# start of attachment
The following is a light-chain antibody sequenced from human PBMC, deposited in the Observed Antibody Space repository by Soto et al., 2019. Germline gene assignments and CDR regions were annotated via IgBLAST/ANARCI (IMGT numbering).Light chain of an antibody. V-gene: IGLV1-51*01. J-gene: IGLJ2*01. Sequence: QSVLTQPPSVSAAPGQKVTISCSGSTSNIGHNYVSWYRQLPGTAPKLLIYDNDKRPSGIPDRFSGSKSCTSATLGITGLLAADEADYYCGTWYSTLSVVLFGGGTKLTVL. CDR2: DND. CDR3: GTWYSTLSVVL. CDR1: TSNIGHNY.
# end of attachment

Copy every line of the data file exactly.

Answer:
The following is a light-chain antibody sequenced from human PBMC, deposited in the Observed Antibody Space repository by Soto et al., 2019. Germline gene assignments and CDR regions were annotated via IgBLAST/ANARCI (IMGT numbering).Light chain of an antibody. V-gene: IGLV1-51*01. J-gene: IGLJ2*01. Sequence: QSVLTQPPSVSAAPGQKVTISCSGSTSNIGHNYVSWYRQLPGTAPKLLIYDNDKRPSGIPDRFSGSKSCTSATLGITGLLAADEADYYCGTWYSTLSVVLFGGGTKLTVL. CDR2: DND. CDR3: GTWYSTLSVVL. CDR1: TSNIGHNY.